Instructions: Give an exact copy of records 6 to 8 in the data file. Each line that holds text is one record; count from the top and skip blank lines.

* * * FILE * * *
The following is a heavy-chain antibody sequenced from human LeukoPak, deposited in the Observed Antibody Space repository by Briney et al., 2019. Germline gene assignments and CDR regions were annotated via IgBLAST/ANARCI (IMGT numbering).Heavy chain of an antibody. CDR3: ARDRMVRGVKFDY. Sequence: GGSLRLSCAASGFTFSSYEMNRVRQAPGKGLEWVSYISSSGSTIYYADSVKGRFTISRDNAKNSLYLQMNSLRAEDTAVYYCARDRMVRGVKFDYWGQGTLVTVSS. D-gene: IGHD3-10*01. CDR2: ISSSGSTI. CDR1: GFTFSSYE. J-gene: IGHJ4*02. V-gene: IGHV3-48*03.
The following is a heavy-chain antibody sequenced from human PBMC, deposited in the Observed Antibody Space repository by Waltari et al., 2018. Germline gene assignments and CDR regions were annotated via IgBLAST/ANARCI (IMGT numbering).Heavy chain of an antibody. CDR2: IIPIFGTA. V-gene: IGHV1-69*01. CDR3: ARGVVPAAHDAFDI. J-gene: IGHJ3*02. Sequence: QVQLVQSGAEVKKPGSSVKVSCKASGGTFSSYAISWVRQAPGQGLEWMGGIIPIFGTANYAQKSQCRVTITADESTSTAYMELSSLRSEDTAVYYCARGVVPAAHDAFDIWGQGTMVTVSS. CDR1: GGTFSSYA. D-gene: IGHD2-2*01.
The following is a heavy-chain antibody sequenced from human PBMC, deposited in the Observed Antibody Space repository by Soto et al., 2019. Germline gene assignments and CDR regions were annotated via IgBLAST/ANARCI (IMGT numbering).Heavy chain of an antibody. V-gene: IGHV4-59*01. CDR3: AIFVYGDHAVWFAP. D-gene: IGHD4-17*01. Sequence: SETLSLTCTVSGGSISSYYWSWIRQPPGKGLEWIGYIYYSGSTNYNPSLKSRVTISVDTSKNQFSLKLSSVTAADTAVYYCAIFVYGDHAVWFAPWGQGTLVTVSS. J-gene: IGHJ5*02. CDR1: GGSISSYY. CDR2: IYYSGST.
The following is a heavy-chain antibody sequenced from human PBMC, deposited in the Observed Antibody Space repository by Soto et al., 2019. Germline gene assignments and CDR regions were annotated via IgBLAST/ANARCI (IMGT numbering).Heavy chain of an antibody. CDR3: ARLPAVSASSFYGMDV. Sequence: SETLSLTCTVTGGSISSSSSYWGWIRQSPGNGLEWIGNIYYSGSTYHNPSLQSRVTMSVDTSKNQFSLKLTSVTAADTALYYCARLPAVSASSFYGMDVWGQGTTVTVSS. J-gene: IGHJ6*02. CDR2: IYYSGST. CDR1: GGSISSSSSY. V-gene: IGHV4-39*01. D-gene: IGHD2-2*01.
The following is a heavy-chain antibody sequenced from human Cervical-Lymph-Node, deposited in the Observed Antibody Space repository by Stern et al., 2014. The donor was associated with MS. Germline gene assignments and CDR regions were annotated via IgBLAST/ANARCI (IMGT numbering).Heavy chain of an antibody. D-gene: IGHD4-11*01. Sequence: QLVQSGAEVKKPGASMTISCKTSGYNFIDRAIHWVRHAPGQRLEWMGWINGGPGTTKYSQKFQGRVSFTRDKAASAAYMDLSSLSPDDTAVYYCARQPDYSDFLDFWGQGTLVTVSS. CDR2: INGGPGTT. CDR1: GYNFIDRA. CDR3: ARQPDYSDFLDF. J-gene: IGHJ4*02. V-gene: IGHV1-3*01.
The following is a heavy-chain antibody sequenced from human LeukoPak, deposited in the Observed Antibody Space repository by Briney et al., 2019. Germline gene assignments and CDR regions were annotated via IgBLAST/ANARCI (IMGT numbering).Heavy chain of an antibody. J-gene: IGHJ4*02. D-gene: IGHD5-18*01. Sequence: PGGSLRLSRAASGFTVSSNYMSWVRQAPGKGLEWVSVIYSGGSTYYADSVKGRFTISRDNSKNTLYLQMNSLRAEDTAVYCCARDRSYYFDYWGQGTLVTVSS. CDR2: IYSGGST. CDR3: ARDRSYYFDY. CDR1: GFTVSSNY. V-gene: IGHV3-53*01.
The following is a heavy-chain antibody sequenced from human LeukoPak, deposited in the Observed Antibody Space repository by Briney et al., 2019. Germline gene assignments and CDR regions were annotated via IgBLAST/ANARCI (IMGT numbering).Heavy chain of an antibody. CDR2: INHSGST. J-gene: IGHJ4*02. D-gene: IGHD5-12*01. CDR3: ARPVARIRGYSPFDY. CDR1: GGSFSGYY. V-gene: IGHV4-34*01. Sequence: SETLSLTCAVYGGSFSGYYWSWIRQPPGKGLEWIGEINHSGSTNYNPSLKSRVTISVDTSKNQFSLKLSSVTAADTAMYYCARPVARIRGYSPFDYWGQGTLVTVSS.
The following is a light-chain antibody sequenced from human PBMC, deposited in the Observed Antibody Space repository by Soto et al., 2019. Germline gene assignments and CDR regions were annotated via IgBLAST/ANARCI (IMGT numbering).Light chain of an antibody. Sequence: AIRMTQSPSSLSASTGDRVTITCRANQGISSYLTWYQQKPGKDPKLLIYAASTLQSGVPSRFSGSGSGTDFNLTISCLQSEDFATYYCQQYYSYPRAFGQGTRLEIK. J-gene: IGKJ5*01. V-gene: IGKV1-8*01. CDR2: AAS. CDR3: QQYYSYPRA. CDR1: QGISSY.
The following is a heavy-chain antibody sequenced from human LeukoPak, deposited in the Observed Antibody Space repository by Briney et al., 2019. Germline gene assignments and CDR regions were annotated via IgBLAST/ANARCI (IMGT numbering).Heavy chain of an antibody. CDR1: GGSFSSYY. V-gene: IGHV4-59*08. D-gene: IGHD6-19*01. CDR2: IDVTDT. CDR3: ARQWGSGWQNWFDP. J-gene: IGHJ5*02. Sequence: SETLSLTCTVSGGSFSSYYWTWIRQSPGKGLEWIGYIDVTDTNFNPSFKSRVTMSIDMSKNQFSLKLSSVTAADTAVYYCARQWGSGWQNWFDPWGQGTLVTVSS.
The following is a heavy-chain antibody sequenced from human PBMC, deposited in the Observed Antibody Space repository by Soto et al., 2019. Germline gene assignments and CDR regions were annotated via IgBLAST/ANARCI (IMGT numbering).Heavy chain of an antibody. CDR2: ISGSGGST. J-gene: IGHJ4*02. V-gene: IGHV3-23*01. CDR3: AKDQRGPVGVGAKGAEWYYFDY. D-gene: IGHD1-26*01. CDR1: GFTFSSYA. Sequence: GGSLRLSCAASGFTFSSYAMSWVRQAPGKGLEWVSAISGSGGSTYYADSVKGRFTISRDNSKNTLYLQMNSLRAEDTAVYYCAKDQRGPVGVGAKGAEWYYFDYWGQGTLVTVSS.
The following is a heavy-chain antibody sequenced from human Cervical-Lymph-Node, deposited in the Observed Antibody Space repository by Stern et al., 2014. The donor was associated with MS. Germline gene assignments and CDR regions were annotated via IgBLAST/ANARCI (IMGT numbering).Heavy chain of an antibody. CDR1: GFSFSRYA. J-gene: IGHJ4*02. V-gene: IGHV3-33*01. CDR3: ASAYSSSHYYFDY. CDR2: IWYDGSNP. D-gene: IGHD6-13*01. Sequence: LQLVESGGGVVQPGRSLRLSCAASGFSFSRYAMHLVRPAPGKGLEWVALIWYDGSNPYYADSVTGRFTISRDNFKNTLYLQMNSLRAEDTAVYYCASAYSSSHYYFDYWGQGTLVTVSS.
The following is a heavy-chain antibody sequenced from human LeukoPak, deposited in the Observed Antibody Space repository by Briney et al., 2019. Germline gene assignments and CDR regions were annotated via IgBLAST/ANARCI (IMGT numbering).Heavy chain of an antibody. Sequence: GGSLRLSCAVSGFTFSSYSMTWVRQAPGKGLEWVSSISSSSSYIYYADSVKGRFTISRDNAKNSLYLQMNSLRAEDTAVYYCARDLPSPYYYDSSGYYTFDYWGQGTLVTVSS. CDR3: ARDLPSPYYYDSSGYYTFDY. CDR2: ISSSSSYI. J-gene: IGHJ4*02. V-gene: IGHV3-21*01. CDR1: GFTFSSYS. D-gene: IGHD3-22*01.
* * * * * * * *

The following is a heavy-chain antibody sequenced from human LeukoPak, deposited in the Observed Antibody Space repository by Briney et al., 2019. Germline gene assignments and CDR regions were annotated via IgBLAST/ANARCI (IMGT numbering).Heavy chain of an antibody. J-gene: IGHJ4*02. D-gene: IGHD5-18*01. Sequence: PGGSLRLSRAASGFTVSSNYMSWVRQAPGKGLEWVSVIYSGGSTYYADSVKGRFTISRDNSKNTLYLQMNSLRAEDTAVYCCARDRSYYFDYWGQGTLVTVSS. CDR2: IYSGGST. CDR3: ARDRSYYFDY. CDR1: GFTVSSNY. V-gene: IGHV3-53*01.
The following is a heavy-chain antibody sequenced from human LeukoPak, deposited in the Observed Antibody Space repository by Briney et al., 2019. Germline gene assignments and CDR regions were annotated via IgBLAST/ANARCI (IMGT numbering).Heavy chain of an antibody. CDR2: INHSGST. J-gene: IGHJ4*02. D-gene: IGHD5-12*01. CDR3: ARPVARIRGYSPFDY. CDR1: GGSFSGYY. V-gene: IGHV4-34*01. Sequence: SETLSLTCAVYGGSFSGYYWSWIRQPPGKGLEWIGEINHSGSTNYNPSLKSRVTISVDTSKNQFSLKLSSVTAADTAMYYCARPVARIRGYSPFDYWGQGTLVTVSS.
The following is a light-chain antibody sequenced from human PBMC, deposited in the Observed Antibody Space repository by Soto et al., 2019. Germline gene assignments and CDR regions were annotated via IgBLAST/ANARCI (IMGT numbering).Light chain of an antibody. Sequence: AIRMTQSPSSLSASTGDRVTITCRANQGISSYLTWYQQKPGKDPKLLIYAASTLQSGVPSRFSGSGSGTDFNLTISCLQSEDFATYYCQQYYSYPRAFGQGTRLEIK. J-gene: IGKJ5*01. V-gene: IGKV1-8*01. CDR2: AAS. CDR3: QQYYSYPRA. CDR1: QGISSY.